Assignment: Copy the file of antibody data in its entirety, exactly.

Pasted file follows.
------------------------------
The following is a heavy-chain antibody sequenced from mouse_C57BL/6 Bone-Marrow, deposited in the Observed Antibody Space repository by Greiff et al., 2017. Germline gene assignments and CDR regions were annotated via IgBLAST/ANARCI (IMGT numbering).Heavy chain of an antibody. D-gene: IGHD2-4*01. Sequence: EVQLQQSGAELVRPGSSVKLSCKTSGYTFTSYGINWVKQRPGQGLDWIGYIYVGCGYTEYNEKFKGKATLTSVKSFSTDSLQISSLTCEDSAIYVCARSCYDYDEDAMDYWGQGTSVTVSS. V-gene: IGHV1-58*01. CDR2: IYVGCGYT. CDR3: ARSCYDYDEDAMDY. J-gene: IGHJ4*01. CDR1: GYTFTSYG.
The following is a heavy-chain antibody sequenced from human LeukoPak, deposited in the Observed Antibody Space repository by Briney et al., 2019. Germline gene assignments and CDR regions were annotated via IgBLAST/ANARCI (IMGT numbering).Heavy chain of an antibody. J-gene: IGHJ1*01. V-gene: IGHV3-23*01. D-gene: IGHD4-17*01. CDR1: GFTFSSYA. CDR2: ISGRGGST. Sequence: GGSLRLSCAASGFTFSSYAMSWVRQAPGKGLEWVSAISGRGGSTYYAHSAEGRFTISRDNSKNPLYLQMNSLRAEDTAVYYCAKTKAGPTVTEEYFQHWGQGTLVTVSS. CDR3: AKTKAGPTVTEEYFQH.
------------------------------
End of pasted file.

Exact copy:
The following is a heavy-chain antibody sequenced from mouse_C57BL/6 Bone-Marrow, deposited in the Observed Antibody Space repository by Greiff et al., 2017. Germline gene assignments and CDR regions were annotated via IgBLAST/ANARCI (IMGT numbering).Heavy chain of an antibody. D-gene: IGHD2-4*01. Sequence: EVQLQQSGAELVRPGSSVKLSCKTSGYTFTSYGINWVKQRPGQGLDWIGYIYVGCGYTEYNEKFKGKATLTSVKSFSTDSLQISSLTCEDSAIYVCARSCYDYDEDAMDYWGQGTSVTVSS. V-gene: IGHV1-58*01. CDR2: IYVGCGYT. CDR3: ARSCYDYDEDAMDY. J-gene: IGHJ4*01. CDR1: GYTFTSYG.
The following is a heavy-chain antibody sequenced from human LeukoPak, deposited in the Observed Antibody Space repository by Briney et al., 2019. Germline gene assignments and CDR regions were annotated via IgBLAST/ANARCI (IMGT numbering).Heavy chain of an antibody. J-gene: IGHJ1*01. V-gene: IGHV3-23*01. D-gene: IGHD4-17*01. CDR1: GFTFSSYA. CDR2: ISGRGGST. Sequence: GGSLRLSCAASGFTFSSYAMSWVRQAPGKGLEWVSAISGRGGSTYYAHSAEGRFTISRDNSKNPLYLQMNSLRAEDTAVYYCAKTKAGPTVTEEYFQHWGQGTLVTVSS. CDR3: AKTKAGPTVTEEYFQH.